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October 23, 2021

How did we lose our sense of living here on Earth?

We are living in an unprecedented time of change and upheaval. Every night when I turn on the evening news, you would think the world is going to hell in a handbasket. In the backdrop of global pandemic that is not abating, wildfires are ravaging through the western states, severe drought is making it unsustainable for some farmers to continue their generations of farming, floods and hurricanes deluging eastern and southern states, more unstable and volatile weather patterns plaguing our planet, increase in number of migratory movement of people because it’s impossible to live where they are, crisis at the border … Do I need to go on with the list?

How did we lose our sense of living here on Earth?

How did we become so alienated and estranged from everything else alive?

How did we get convinced that we’re the only species worthy of extending the sacred to?

How can we find our way back?

At this particular juncture in time, there’s a real sense of uncertainty about where humanity is going. From my perspective, all this is happening because humanity has lost its way from God’s vision for the world. There is a battle for the soul of humanity going on between the “Kingdom of God” and the “Kingdom of Caesar.” The 15th century Spanish mystic, St. Ignatius of Loyola, described the root of human discontent, dis-ease, and problems as “Being out of an alignment with God’s deepest desire for your life.”

John O’Donohue (1956-2008), the late Irish poet-philosopher, wrote a book, Anam Cara (“Soul Friend”). The book delves into deep insights into the heart of Ireland’s Celtic spirituality. Ireland is known to be a place of many “thin places” where people experience transcendence and living spirit in things and places. He wrote, “The modern disease stems from humans who have lost connection to the earth and the lives of people no longer guided by the rhythm of nature.”

John O’Donohue was very concerned with the advent of technological explosion, ever more increasing dependency on technology and becoming overly wired up-to-kazoo. He witnessed how humans are losing their way in life. He argues, in the past, people got their inner cues from being in touch with the natural rhythm of nature, earth, and our own heartbeats. The urgent question for our time is “How can we reconnect ourselves to the earth and return to the natural rhythm of the earth again instead of getting our cues from the electronic world?”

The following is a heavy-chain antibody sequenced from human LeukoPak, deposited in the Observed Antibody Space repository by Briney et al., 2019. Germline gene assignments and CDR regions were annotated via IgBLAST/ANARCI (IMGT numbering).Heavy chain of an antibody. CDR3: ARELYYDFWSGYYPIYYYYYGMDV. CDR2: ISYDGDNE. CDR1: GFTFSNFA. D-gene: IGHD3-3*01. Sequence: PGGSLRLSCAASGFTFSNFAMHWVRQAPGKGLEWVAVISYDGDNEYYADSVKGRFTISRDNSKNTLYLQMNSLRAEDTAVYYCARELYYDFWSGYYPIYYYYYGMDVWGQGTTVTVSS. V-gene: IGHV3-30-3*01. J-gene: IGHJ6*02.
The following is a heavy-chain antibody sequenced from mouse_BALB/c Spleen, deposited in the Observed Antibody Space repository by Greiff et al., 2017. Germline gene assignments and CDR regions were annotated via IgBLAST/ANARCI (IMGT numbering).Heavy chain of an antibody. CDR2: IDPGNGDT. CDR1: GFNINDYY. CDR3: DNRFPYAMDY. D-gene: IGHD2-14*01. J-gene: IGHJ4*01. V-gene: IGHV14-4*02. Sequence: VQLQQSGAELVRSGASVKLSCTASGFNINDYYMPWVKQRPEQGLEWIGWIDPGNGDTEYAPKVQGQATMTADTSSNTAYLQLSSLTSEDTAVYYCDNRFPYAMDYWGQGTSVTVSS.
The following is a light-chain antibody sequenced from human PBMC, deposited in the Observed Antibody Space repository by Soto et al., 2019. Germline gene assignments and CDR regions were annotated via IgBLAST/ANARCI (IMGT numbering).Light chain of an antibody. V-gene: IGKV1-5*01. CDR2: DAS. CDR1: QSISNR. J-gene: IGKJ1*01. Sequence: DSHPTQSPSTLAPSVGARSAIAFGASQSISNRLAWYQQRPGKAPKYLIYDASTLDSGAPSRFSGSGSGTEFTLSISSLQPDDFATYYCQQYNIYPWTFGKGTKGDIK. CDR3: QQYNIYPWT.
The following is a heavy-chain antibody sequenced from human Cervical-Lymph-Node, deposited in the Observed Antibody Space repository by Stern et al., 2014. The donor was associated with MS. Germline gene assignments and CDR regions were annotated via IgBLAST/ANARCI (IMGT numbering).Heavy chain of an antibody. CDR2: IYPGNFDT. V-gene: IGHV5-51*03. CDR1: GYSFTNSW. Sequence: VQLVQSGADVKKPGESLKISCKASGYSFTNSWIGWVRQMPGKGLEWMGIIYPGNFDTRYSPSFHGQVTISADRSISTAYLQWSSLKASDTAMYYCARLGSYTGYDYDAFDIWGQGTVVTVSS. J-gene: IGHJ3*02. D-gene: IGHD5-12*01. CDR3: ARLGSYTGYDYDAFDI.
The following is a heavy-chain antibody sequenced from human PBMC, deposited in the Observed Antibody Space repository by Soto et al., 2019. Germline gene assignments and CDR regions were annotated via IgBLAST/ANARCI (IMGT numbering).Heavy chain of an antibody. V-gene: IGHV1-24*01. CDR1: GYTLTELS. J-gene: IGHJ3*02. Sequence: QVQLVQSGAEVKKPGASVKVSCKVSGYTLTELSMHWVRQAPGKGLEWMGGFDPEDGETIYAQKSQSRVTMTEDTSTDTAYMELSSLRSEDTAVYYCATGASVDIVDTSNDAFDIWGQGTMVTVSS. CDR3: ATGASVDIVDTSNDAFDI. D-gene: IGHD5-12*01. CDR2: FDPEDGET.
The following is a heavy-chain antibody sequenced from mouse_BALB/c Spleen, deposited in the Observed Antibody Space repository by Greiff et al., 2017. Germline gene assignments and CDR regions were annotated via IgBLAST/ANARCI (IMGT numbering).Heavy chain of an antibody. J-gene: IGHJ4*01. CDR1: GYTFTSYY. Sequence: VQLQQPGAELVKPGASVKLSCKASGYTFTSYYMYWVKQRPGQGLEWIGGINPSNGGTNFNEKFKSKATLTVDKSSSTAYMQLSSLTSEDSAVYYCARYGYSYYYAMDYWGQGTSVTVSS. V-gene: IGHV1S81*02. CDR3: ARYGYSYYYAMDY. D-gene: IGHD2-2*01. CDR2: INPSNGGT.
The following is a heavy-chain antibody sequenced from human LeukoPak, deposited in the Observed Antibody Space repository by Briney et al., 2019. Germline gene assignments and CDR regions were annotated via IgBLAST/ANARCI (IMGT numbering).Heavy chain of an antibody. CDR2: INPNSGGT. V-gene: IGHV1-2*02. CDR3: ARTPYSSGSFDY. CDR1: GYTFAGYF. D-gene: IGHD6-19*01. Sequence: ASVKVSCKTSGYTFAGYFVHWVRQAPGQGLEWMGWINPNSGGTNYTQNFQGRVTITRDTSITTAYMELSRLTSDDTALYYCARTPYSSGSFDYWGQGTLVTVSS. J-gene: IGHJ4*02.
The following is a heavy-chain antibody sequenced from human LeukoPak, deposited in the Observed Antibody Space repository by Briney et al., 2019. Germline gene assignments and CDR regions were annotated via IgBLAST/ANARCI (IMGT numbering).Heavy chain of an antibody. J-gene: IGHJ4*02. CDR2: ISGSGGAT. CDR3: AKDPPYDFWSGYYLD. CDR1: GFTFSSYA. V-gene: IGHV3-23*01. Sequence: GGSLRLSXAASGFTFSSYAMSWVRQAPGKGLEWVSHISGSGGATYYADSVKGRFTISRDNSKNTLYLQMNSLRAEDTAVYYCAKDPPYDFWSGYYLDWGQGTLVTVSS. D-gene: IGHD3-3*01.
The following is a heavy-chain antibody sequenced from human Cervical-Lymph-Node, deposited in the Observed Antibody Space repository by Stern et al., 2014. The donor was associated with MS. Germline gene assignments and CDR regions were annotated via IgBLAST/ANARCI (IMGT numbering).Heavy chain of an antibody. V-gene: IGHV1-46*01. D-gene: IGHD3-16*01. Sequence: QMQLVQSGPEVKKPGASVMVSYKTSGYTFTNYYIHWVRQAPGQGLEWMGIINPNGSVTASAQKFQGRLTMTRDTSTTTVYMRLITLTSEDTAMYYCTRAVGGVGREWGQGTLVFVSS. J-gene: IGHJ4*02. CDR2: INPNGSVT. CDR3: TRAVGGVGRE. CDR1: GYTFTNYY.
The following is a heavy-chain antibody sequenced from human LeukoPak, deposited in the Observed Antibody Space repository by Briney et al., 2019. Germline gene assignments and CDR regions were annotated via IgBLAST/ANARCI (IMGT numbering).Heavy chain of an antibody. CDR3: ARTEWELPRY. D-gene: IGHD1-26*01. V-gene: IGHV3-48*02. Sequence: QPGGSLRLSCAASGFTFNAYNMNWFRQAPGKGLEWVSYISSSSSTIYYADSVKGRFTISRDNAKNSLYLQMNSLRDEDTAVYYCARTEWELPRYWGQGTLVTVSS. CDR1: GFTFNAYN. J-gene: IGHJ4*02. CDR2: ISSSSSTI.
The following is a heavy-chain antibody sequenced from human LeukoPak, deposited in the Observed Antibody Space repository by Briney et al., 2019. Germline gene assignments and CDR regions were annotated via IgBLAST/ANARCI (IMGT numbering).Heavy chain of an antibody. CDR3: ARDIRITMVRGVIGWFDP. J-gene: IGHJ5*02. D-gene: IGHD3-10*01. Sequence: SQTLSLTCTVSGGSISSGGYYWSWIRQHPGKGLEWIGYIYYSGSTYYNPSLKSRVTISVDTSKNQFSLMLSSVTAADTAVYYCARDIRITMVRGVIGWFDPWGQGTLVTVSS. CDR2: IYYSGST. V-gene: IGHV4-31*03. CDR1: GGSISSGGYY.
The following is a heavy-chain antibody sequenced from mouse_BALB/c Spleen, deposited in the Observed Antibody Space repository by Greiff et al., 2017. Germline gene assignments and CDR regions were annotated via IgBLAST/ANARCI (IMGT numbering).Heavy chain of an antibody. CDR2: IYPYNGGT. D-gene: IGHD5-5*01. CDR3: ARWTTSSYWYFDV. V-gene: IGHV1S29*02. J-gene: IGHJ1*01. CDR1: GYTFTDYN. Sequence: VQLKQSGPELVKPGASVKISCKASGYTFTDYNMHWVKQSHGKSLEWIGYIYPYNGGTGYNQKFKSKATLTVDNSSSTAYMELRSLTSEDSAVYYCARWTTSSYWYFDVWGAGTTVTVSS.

We now have a new vocabulary, “Screen Addiction”, which is creating a potent new source of stress for people. Many people wake up and immediately look at their smartphones and check their email or social media. Then they remain glued to their phones throughout the day, staring at them while they eat, sit at their desks, socialize and lie in bed at night. 

Studies have linked constant exposure to screen time and social media to a spike in anxiety, depression and other mental health issues, especially in adolescents and young adults. I’m not pro or anti-technology, but I think for many of us we’re using it in ways that are harming us.

It’s already having deadly consequences, especially to our young. In South Korea, there is an explosion of popularity of internet cafes in the basements of shops. It made the headlines when they found three dead young kids in the internet dungeon who starved themselves for several days playing internet video games. They were so engrossed playing video games that they didn’t notice that they were dying of dehydration and hunger.

When I was traveling through the Midwest a few years ago, I met a wise woman, an icon artist from Wisconsin. As we were having a conversation around things that are plaguing our modern world, she told me, “We all need to slow down, breathe, and grow a garden in a little patch of land which should be given to everyone.”

I think we all need to take frequent screen breaks, practice spirituality of unplugging, and reconnect with nature and the earth. Maybe then we can move together towards saving this one and only precious planet that we call home.

Rev. John Juno Song is the pastor of Watsonville First United Methodist Church. For information visit,, call 831-724-4434 or email [email protected]


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